She said much of this time was spent living and cooking in their home’s finished basement, though they had the luxury of sleeping in their upstairs bedroom. John, who is allergic to fumes of oilbased paint, thought they would have to vacate their home for a few days while the new red oak flooring was finished. This was not required as the varnish was water-based and almost odourless. “This was fortunate because I read recently that the three most important recommendations to people who are having their homes renovated are ‘do not leave town, do not leave town and do not leave town,’ ” he said, adding it’s a good idea to rent a storage locker for all the possessions that will need to removed from the home during a reno. The interior walls were stripped to reveal the studs, and an L-shaped wall that separated the kitchen from the dining and living areas was demolished. The load-bearing wall was replaced with a laminated beam that spanned the length of the living room. The structural engineer who certified the beam also stipulated an extra telepost had to be placed under a beam in the basement. This seemingly insignificant task required that a hole be jack-hammered through the concrete basement floor to accommodate a new piling of sufficient strength to carry the weight transferred to the ground by the telepost. Gauthier subcontracted the job to one of many tradespeople she has worked with in her company’s 20-year history. “We offer much more than just a design service,” she said. “We are a design-build renovation company that provides assistance with concept design, design drawing, budget preparation and complete installation services for homes and businesses.” Gauthier employs a carpenter, who installs everything from trim to doors and performs detailed work that requires a craftman’s touch. Her cabinets are built to specification by Altima Cabinet Works Ltd., a Winnipeg company that supplies customers in Canada and the U.S. with first-rate kitchen and bathroom cabinetry, millwork, entertainment centres and furniture. Gauthier’s design for John and Lee’s residence includes ultra-white kitchen cabinets with European-style brushedsteel handles, silent-close drawers and frosted glass, upper cabinet doors that open and close at the push of a button. One kitchen wall is covered with white porcelain that has swirls of grey. The countertops, including that of an island with a built-in microwave, are of similar material. The original red oak living room floor was extended to cover the kitchen and a dining area. All the kitchen appliances were replaced with larger stainless-steel ones that are built into the cabinetry. A glass-faced fireplace with a steel frame was built into a porcelaincovered, floor-to-ceiling cabinet that houses a stereo and a storage area. It has doors made of opaque glass and darkly stained wood ones that reach the ceiling. The white ceiling includes pot lights, built-in speakers for the stereo, bright lights over the island and a round chandelier that lights the oak dining table. The living room furniture consists of a taupe leather sofa and matching easy chair that are original to the home and a clean-lined coffee table that graces the middle of the room. A renovated bathroom conveniently located near to the open-concept living area contains the same countertop material and stained wood as the kitchen island. What makes Gauthier’s latest renovation unique from other designs is the lack of colour, leaving the impression of a clean, well-lit home in which happiness glows, spiting the short, gloomy days of winter.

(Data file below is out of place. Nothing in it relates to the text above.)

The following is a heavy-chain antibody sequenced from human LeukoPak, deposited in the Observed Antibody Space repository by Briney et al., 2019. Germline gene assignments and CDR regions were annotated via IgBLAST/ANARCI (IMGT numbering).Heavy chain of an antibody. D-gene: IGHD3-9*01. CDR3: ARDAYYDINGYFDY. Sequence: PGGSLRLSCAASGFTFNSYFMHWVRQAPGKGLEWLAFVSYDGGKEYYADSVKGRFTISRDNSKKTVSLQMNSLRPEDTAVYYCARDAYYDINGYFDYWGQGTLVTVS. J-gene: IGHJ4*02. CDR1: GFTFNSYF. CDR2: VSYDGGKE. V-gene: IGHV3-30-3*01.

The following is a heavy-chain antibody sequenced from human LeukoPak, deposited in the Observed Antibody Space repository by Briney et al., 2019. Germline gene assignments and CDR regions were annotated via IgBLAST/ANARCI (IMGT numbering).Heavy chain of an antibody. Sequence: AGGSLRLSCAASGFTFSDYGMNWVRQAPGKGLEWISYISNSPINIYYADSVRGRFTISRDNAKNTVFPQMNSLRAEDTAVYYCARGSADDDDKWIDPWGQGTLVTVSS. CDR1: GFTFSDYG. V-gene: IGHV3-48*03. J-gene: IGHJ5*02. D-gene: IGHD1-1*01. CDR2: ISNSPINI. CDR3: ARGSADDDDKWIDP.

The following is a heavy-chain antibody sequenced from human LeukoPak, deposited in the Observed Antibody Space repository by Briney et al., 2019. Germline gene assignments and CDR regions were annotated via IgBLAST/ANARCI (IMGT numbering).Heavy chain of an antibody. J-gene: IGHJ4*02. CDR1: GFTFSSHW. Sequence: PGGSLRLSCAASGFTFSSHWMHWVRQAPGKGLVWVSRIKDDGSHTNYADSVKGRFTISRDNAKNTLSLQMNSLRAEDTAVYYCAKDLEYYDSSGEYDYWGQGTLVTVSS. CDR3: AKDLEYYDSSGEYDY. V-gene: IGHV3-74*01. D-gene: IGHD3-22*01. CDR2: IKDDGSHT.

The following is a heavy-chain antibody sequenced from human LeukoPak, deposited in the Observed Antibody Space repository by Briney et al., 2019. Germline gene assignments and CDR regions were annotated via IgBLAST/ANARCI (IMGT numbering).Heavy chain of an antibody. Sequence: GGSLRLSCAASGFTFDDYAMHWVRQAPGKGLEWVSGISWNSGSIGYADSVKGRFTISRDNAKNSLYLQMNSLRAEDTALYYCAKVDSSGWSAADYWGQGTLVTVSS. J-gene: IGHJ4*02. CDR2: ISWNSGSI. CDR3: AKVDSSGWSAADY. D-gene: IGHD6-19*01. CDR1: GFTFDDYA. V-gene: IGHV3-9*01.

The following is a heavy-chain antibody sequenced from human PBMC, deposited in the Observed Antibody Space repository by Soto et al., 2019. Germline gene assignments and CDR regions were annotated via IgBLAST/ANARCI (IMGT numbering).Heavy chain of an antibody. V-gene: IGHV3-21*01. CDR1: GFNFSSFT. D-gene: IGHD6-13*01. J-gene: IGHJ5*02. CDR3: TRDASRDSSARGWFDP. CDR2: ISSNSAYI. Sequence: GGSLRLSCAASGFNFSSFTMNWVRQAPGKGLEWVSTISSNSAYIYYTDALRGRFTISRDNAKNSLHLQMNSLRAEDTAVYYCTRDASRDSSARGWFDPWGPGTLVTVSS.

The kitchen and living room during recent renovation.